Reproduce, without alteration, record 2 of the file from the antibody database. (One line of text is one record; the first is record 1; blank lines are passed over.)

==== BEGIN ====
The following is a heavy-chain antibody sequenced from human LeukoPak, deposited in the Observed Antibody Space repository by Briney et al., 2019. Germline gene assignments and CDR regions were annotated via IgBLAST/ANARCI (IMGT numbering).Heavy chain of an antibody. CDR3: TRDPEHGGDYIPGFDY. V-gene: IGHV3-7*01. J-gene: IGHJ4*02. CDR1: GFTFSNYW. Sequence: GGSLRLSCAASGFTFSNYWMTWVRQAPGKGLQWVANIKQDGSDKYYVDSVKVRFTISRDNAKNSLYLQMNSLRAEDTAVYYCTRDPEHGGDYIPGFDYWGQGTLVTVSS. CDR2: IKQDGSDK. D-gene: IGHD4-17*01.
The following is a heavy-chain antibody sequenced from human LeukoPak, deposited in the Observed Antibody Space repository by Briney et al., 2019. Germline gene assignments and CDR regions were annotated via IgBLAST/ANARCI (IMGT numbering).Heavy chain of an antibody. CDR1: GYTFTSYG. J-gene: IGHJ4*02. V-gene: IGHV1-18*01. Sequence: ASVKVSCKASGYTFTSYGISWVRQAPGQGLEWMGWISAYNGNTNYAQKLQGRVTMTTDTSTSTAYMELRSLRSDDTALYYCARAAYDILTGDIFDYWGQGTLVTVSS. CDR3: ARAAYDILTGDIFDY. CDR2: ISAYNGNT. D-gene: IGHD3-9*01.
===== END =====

The following is a heavy-chain antibody sequenced from human LeukoPak, deposited in the Observed Antibody Space repository by Briney et al., 2019. Germline gene assignments and CDR regions were annotated via IgBLAST/ANARCI (IMGT numbering).Heavy chain of an antibody. CDR1: GYTFTSYG. J-gene: IGHJ4*02. V-gene: IGHV1-18*01. Sequence: ASVKVSCKASGYTFTSYGISWVRQAPGQGLEWMGWISAYNGNTNYAQKLQGRVTMTTDTSTSTAYMELRSLRSDDTALYYCARAAYDILTGDIFDYWGQGTLVTVSS. CDR3: ARAAYDILTGDIFDY. CDR2: ISAYNGNT. D-gene: IGHD3-9*01.